Down with the Kids


Down with the KidsYour children may not know their Eames from their le Corbusier, but they certainly know what they like when it comes to their own bedrooms. As they grow, from cute babies to cool teenagers, they develop tastes and preferences and this holds particularly true when it comes to their personal space.

It’s important for young people to feel as though they have somewhere to retreat to that reflects their personalities, where they can chill out and do their own thing, and, of course, get a good nights sleep. It’s all easier said than done, though; it can be extremely difficult to decorate according to their tastes while still working within the boundaries of style.

To make it all go as smoothly as possible, we have put together a guide to decorating your child’s room in style, with hints and tips that will help to keep everyone happy.


  • When your newborn beds down in his or her first bedroom, it’s important that it’s a calm and comfortable space.
  • Most people, when decorating their baby’s nursery, will begin with the colour scheme. “Babies need bright colours that will stimulate and attract them to their bedroom” says Neville Knott of Crown Pains. “Colours should not be aggressive as at night time your children will find it very hard to sleep and may not get the best rest possible. A great colour to use for this is Crown’s Easyclean Just Lemon. Easyclean is excellent for children’s bedrooms as marks and stains simply wipe off – perfect for little mucky hands! Also remember that all of Crown’s emulsions come in a breath easy formulation which are virtually odour free – ideal for painting kid’s bedrooms as it does not leave any lingering smells.”
  • When it comes to furniture, convenience is paramount; you need an extremely well organised space to contain your changing table and storage, so that all you need for changing baby is close to hand. One complete unit is the most organised and sensible option, and if you can’t find exactly what you’re after or what will slot neatly into your nursery then consider having a carpenter make one that will
    specifically suit your needs.


  • When small people are starting to sprout their personalities really being to develop and both parents and children can have a lot of fun picking and choosing bright colours and cute furniture for their bedrooms.
  • Whereas babies don’t actually have many requirements when it comes to furniture, toddlers are at a stage where their needs are constantly changing as they grow. Take a long term view and anticipate what they will be growing into and growing out of. It’s an age where all of their ‘stuff ‘ also grows, in both size and number, from clothes to toys, so storage is paramount. “Storage wise deep drawers are essential for hiding away toys and quickly tidying up a room” advises Dorothy Power of Roche Bobois. “It’s also important to have a display area for more treasured toys. A notice board is great as it creates a tidy but colourful display area for photos, party invitations, certificates and reminders about upcoming events.”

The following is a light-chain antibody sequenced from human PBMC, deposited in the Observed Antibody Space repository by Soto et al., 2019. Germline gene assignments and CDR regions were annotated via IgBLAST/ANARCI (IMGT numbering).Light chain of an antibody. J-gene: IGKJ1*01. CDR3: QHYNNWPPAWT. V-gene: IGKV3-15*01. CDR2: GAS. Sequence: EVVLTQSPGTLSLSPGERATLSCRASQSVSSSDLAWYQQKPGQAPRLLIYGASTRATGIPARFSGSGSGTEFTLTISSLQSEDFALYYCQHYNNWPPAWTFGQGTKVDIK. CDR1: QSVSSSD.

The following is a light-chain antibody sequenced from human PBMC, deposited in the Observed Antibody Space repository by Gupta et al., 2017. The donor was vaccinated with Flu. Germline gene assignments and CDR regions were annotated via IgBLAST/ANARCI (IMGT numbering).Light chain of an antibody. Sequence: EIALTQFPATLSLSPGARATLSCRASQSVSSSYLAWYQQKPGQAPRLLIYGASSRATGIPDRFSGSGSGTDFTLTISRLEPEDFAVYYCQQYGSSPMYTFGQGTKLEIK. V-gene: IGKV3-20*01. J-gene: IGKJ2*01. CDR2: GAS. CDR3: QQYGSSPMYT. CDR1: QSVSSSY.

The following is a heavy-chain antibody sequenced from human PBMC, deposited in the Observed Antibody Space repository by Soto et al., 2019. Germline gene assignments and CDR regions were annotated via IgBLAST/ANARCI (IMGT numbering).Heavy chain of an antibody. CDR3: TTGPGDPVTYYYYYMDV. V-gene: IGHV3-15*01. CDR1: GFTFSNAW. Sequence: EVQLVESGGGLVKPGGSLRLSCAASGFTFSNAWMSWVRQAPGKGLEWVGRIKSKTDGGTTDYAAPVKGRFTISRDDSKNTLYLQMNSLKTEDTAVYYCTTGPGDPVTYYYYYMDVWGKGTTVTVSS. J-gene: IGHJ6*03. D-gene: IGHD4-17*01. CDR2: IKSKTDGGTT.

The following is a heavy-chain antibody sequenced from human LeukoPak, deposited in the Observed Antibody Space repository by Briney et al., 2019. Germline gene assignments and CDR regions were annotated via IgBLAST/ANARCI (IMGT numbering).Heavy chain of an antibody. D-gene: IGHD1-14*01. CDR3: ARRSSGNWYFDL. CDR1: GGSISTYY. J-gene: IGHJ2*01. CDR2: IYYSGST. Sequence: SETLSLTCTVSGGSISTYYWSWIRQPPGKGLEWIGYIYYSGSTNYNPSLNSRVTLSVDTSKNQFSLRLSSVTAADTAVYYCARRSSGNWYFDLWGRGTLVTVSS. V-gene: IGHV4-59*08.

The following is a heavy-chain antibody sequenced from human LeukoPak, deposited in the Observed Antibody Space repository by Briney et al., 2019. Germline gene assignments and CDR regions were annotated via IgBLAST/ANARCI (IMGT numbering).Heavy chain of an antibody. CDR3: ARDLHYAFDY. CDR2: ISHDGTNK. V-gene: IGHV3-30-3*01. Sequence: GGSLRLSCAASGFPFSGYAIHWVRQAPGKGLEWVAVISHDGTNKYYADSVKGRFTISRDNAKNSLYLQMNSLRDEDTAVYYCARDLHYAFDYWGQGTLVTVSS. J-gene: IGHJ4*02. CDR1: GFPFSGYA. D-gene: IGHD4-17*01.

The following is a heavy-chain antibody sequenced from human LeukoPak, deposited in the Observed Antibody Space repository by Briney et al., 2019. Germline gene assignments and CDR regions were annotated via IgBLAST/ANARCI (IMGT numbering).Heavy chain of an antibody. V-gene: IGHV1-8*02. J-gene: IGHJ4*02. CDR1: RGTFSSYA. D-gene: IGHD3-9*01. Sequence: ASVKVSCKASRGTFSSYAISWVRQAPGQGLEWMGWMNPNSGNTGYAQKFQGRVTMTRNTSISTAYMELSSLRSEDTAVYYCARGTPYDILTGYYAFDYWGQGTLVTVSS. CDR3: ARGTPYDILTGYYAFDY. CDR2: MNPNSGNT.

• “The type of furniture that you buy all depends on the type of consumer you are” says Myles Doyle of Mimitoys. “Some people are looking for furniture that will last their child until they go to college, while others want to enjoy their children’s tastes as toddlers. The materials that you choose will depend on what you are aiming for. If you are looking for longevity, go for good quality MDF with strong vinyl covering. MDF is good because it doesn’t break, it will last longer than mass produced timber.”
  • When it comes to colours, aim for shades that create an atmosphere that is both cheery and calming. “Soft Lime is perfect for younger kids and is a bright cheerful colour, while also soothing children at bed time” suggests Neville Knott. “Sunlight will energise this colour. The colour also works very well with children’s furniture. Other colours like softer blues and greens, especially duck egg blue and greens will work really well too.”


  • This can be a difficult stage of a child’s life, as they leave the innocence of toddler-hood and approach their teen years. At this point, children are most likely to begin to express particular tastes and preferences, so encourage them to get involved and create a space that is truly their own.
  • “When planning a children’s room it’s important to think ahead over coming years and not just focus on the current needs of a baby or young child” notes Dorothy Power. “A children’s bedroom is multifunctional, it’s used for sleeping, doing homework, playing, entertaining friends and expressing their own personality, and all these needs must be catered for.”